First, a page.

It’s 8:30 in the morning. Some students may not have gotten out of bed yet, but Rachel Dorsa Bach is already at work, advising University students in 30-minute intervals from 8:30 a.m. to 12:30 p.m. Bach then gets a lunch break before returning to the office for more sessions from 1:30 p.m. to 4 p.m.
During these 30-minute sessions, she will give advice on courses for next semester, connect students with resources for personal needs and pore over countless degree audits, pointing out requirements for graduation.
Bach’s job description is simple at first glance: get students their degrees as efficiently as possible. But Bach is an adviser for the LSU Center for Advising and Counseling, where students who do not meet requirements for their senior colleges are placed. The UCAC is one of the largest colleges on campus. Around midterms, UCAC starts booking appointments two weeks in advance. All 2,489 students in UCAC are served by only seven counselors.
The American School Counselor Association recommends a ratio of one counselor per 250 students, although most institutions have significantly higher ratios. The average student to school counselor ratio is 482 students per counselor-nearly double the recommended ratio, according to Education Week.
Fellow UCAC counselor Bridget Robicheaux said this ratio has actually decreased within the past five years. Previously, there were 2,800 to 3,000 students enrolled in UCAC each semester. Unlike other colleges, decreased enrollment is a sign counselors are doing their job well.
“A decreased enrollment shows that students are entering their senior colleges sooner and therefore progressing toward graduation more quickly,” Robicheaux said.
Students may find themselves in UCAC for a number of reasons, such as transferring, changing majors or being unable to complete coursework in their chosen major within the senior colleges’ time constraints.
Even though she feels overwhelmed at times, Bach never misses an opportunity to make a personal connection with a student.
“Getting to be part of a student’s story and being alongside them in their journey to graduation is truly a privilege,” Bach said. “Getting to do so in a capacity that allows me to promote their success and maybe push them closer to graduation is the best feeling. It’s why we do what we do.”
Students in UCAC are only able to stay there for a given number of semesters before applying to a senior college. If a student has not demonstrated adequate academic progress, they may apply to stay within UCAC, but must pick a different field of study.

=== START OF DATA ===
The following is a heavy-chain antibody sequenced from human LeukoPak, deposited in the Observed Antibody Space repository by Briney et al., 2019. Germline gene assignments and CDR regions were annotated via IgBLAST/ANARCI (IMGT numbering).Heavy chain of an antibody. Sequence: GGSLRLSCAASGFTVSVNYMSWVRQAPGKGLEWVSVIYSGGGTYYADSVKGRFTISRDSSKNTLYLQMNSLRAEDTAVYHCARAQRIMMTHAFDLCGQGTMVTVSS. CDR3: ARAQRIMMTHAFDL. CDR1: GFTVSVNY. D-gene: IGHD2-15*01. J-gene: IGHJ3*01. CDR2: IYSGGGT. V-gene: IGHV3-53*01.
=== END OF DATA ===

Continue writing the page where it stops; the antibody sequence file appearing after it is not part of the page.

Bach said these conversations, where she has to tell students to choose a new path because they were taking too long, or made too many mistakes their freshman year, are difficult.
“When there is something going on for students that I cannot change, that is hard for me,” Bach said. “We don’t enjoy those conversations, but we do sincerely hope we can help problem solve and work through them with our students.”
Bach’s non-stop schedule and crowded advising appointments are typical; the beginning and middle of each semester are the busiest for counselors. During these times, it’s not uncommon for over 100 students to come through the office every day.
Even during less busy times, Bach said, counselors are working behind the scenes, trying to promote resources, reaching out to students who are struggling and sending out deadline reminders.
“This is when you see us in your inbox more frequently,” Bach said. “If you catch an academic counselor in their office without a student, they’re still very much working for their students.”
According to Robicheaux, who has been an academic counselor at the University for 14 years, more students are interested in advising appointments than ever before, despite decreased enrollment. During her tenure, she has seen the implementation of LSU W Policy, Comprehensive Academic Tracking (CATS), Plus/Minus Grading Grade Exclusion and a transition from making appointments over the phone to booking them online.
“I have seen an increased desire for individual appointments from students, more consistent weeks of being booked with appointments, and an increased desire for appointments in non-peak advising times than I did when I began working at LSU,” Robicheaux said.
Robicheaux credits increased student interest to technology advancements which have made counselors more accessible to students.
While the counselors may be stretched thin, many students say they are still effective and attentive.
Pre-nursing junior Madison Guice said she was provided individualized attention from her academic counselors after deciding to change majors halfway through college.
“I’ve always had an awesome experience with the counselors,” Guice said. “You know they have your best interest at heart.”
Guice is one of many students positively influenced by school counselors. Another is Bach herself, who was counseled by Robicheaux during her undergraduate years.
“Just as she was a support and guide for me then, she has again fallen into the role of being my mentor and teacher in doing a job we both love,” Bach said. “She’s passed her passion for her work on to me and is a constant reminder to me of why what we do matters.”
Bach said she loves her job despite the challenges and can envision herself continuing for a long time. She hopes to help students have a positive and successful journey at LSU, like Robicheaux once did for her.
“There is so much more done behind the scenes than I was ever aware of,” Bach said.